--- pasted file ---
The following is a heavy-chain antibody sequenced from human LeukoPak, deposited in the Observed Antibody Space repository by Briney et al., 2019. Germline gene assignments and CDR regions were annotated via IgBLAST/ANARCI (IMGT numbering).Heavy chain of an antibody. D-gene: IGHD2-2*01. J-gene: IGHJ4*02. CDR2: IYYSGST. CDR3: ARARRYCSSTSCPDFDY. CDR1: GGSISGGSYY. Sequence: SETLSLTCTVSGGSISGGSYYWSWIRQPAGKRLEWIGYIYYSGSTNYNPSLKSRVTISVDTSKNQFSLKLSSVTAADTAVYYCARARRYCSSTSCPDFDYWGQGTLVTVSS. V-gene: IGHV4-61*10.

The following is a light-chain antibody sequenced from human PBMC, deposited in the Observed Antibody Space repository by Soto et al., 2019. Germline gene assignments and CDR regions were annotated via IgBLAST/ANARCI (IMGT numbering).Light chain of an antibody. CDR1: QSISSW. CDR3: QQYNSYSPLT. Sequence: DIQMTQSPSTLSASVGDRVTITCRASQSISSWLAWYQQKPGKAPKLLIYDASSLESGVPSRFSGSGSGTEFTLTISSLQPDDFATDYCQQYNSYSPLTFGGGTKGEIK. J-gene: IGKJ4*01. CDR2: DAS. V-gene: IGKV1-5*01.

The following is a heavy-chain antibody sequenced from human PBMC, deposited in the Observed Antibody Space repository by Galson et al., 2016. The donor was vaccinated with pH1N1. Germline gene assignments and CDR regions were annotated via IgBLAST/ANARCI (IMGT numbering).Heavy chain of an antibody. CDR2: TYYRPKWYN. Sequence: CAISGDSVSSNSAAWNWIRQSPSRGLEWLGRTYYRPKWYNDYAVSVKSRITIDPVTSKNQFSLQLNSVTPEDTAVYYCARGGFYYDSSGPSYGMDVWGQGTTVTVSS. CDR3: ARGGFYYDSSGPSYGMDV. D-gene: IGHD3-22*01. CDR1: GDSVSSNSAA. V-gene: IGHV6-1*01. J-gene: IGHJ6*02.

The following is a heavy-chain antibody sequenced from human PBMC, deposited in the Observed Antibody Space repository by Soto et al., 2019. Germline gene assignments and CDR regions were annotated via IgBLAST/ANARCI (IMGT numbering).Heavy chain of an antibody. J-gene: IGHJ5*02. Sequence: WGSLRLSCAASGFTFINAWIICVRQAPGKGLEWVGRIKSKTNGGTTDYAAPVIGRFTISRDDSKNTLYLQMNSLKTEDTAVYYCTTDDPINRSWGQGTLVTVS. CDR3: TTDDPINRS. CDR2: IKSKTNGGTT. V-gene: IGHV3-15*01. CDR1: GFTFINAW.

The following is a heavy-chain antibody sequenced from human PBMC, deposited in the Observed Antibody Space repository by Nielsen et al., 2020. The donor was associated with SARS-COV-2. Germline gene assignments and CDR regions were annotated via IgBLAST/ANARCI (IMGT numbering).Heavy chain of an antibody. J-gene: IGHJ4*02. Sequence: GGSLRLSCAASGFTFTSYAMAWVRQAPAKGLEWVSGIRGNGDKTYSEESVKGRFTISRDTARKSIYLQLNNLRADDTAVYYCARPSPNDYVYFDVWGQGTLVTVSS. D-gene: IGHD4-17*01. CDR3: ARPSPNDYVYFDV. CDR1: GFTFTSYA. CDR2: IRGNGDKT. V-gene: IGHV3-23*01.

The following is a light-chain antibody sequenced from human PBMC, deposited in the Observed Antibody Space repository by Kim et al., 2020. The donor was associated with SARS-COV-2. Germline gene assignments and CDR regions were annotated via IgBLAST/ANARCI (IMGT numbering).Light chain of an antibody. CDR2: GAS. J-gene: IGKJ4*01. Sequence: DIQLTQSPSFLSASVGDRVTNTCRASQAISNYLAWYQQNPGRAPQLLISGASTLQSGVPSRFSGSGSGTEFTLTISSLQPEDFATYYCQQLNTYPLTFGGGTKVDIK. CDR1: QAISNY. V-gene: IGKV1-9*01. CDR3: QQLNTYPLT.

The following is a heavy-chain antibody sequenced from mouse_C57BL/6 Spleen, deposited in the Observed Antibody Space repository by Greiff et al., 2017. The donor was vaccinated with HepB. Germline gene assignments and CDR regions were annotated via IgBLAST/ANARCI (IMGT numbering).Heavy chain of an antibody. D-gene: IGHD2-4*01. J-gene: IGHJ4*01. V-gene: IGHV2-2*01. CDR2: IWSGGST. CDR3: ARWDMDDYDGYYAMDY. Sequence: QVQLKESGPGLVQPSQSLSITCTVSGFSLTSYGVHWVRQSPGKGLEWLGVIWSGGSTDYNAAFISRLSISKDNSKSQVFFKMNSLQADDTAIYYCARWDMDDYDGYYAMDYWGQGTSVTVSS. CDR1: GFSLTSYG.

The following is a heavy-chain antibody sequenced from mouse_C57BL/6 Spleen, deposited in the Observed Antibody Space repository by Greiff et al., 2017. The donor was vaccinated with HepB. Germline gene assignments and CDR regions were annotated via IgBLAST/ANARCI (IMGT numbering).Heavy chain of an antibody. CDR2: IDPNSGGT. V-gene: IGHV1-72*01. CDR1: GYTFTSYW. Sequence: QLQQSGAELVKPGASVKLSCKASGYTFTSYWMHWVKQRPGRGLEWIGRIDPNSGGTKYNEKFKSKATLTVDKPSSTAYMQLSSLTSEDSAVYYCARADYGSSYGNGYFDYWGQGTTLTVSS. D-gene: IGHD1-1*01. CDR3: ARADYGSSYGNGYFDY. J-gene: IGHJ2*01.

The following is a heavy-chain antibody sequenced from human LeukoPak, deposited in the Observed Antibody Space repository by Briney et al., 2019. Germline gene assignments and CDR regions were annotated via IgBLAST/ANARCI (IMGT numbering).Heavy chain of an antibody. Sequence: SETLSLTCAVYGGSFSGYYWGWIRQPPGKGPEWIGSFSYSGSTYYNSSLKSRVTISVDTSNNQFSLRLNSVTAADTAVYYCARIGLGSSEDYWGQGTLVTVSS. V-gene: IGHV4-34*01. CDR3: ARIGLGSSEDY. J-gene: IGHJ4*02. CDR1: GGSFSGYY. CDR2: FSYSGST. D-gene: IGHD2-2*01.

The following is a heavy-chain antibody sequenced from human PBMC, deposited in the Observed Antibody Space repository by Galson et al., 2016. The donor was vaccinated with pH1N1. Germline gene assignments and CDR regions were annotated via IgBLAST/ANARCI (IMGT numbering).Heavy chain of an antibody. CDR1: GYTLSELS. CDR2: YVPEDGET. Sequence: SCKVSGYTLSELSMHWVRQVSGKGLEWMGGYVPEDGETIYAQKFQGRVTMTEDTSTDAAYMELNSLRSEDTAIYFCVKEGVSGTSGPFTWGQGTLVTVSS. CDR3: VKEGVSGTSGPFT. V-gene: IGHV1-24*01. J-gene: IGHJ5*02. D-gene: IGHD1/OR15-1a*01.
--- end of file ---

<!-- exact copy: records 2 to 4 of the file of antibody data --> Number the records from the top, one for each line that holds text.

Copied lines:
The following is a light-chain antibody sequenced from human PBMC, deposited in the Observed Antibody Space repository by Soto et al., 2019. Germline gene assignments and CDR regions were annotated via IgBLAST/ANARCI (IMGT numbering).Light chain of an antibody. CDR1: QSISSW. CDR3: QQYNSYSPLT. Sequence: DIQMTQSPSTLSASVGDRVTITCRASQSISSWLAWYQQKPGKAPKLLIYDASSLESGVPSRFSGSGSGTEFTLTISSLQPDDFATDYCQQYNSYSPLTFGGGTKGEIK. J-gene: IGKJ4*01. CDR2: DAS. V-gene: IGKV1-5*01.

The following is a heavy-chain antibody sequenced from human PBMC, deposited in the Observed Antibody Space repository by Galson et al., 2016. The donor was vaccinated with pH1N1. Germline gene assignments and CDR regions were annotated via IgBLAST/ANARCI (IMGT numbering).Heavy chain of an antibody. CDR2: TYYRPKWYN. Sequence: CAISGDSVSSNSAAWNWIRQSPSRGLEWLGRTYYRPKWYNDYAVSVKSRITIDPVTSKNQFSLQLNSVTPEDTAVYYCARGGFYYDSSGPSYGMDVWGQGTTVTVSS. CDR3: ARGGFYYDSSGPSYGMDV. D-gene: IGHD3-22*01. CDR1: GDSVSSNSAA. V-gene: IGHV6-1*01. J-gene: IGHJ6*02.

The following is a heavy-chain antibody sequenced from human PBMC, deposited in the Observed Antibody Space repository by Soto et al., 2019. Germline gene assignments and CDR regions were annotated via IgBLAST/ANARCI (IMGT numbering).Heavy chain of an antibody. J-gene: IGHJ5*02. Sequence: WGSLRLSCAASGFTFINAWIICVRQAPGKGLEWVGRIKSKTNGGTTDYAAPVIGRFTISRDDSKNTLYLQMNSLKTEDTAVYYCTTDDPINRSWGQGTLVTVS. CDR3: TTDDPINRS. CDR2: IKSKTNGGTT. V-gene: IGHV3-15*01. CDR1: GFTFINAW.